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|Title:||Linking Levels to Understand Graduate Student Attrition in Canada|
|Keywords:||Attrition;graduate education;time-to-completion;time-to-withdrawal;higher education;policy;Educational Sociology;Quantitative, Qualitative, Comparative, and Historical Methodologies;Educational Sociology|
|Abstract:||<p>This dissertation takes a multi-level approach to studying attrition and time-to-completion (TTC) in Canadian graduate programs. I draw on three distinct data sources to provide macro, meso, and micro-level analyses of the characteristics, program features, and other aspects that affect graduate student outcomes. My research is informed by existing attrition models and frameworks and takes a policy sociology approach to providing evidence-based recommendations to be implemented at government, institution, and department levels.</p> <p>My meso-level analysis presented in chapter two uses logistic regression and discrete-time survival analysis with time-varying covariates to analyze data from the Youth in Transition Survey, Cohort B. The pre-entry attributes identified in Tinto’s (1993) model of attrition are examined to help to uncover the type of student most likely to dropout of graduate school. Certain demographic and background characteristics, such as being married and having children, are shown to reduce the likelihood of graduating, while academic performance and experiences tend to be most relevant for entry to graduate school.</p> <p>My third chapter presents my meso-level analysis of TTC and completion rates for thirteen doctoral programs at Carleton University using publically available data for six cohorts. In an effort to deepen our understanding of the variation that exists, program requirements, obtained from archived graduate calendars, are coded and included in my analysis. The results show that at the faculty level, Science reports the lowest average TTC, only slightly lower than Engineering, and Social Sciences have substantially longer average TTC. Completion rates are also shown to vary by discipline and faculty, with Science again reporting the highest completion rates and Social Sciences the lowest. In addition to differences by faculty and disciplines, certain program requirements are found to be negatively associated with successfully completing a doctoral degree.</p> <p>The fourth chapter contains my micro-level analysis of two Sociology departments in two Ontario research intensive universities. My research was informed by interviews with completers, non-completers, and faculty I shed light on the process of attrition and barriers to timely completion. This chapter highlights how aspirations differ between groups of students, and how a department’s climate can have indirect effects on student outcomes. Faculty and students are shown to have some different perceptions of factors that lead to non-completion and the importance of supervisory relationships is found to be paramount to both student experiences and outcomes. Students face many challenges throughout their journey in the doctoral program, but many can be overcome through a department’s recognition of challenges faced as well as a commitment to improve them. Additionally, this paper highlights barriers to timely completion and reasons for withdrawal.</p>|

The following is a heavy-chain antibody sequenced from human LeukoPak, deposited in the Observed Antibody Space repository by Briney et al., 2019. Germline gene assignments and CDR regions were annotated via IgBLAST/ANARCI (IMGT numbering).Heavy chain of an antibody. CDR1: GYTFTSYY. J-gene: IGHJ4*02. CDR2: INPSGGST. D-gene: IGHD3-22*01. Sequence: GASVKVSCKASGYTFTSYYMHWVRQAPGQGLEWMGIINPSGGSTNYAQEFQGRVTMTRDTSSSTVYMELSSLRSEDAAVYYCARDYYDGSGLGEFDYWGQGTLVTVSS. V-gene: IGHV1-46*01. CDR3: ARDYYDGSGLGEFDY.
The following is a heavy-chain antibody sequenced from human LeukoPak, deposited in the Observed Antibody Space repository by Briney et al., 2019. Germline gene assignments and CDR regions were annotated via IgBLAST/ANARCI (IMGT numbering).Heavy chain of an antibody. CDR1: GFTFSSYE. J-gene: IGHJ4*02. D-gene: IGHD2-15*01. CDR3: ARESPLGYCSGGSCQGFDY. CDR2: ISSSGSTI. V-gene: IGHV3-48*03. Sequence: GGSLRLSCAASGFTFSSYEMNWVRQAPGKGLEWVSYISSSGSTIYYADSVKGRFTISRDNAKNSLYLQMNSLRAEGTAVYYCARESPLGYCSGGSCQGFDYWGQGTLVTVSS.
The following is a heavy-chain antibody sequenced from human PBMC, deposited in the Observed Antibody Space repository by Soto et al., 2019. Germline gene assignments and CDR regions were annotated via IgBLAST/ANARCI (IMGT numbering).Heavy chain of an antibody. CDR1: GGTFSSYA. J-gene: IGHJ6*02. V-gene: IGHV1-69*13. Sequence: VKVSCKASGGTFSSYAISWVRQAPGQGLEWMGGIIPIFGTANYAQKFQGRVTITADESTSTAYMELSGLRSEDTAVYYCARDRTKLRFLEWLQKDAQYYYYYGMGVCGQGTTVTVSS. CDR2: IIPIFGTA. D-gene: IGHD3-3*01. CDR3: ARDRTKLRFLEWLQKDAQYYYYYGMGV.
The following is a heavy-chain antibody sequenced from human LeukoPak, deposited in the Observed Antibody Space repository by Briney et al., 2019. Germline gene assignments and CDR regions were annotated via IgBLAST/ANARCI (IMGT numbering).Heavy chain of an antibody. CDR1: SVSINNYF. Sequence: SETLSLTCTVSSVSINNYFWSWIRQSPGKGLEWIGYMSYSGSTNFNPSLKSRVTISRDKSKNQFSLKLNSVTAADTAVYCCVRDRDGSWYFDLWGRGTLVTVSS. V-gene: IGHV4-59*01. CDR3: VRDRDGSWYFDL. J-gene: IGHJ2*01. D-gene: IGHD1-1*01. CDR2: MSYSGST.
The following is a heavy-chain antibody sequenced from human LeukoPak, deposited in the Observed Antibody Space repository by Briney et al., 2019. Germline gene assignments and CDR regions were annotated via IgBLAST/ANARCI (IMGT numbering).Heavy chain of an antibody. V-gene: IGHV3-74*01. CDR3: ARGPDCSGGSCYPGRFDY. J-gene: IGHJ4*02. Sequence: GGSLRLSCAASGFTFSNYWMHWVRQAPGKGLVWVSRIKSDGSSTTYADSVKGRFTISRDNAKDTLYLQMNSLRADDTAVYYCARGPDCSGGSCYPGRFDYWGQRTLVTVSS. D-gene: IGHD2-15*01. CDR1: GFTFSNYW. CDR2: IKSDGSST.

|Appears in Collections:||Open Access Dissertations and Theses|
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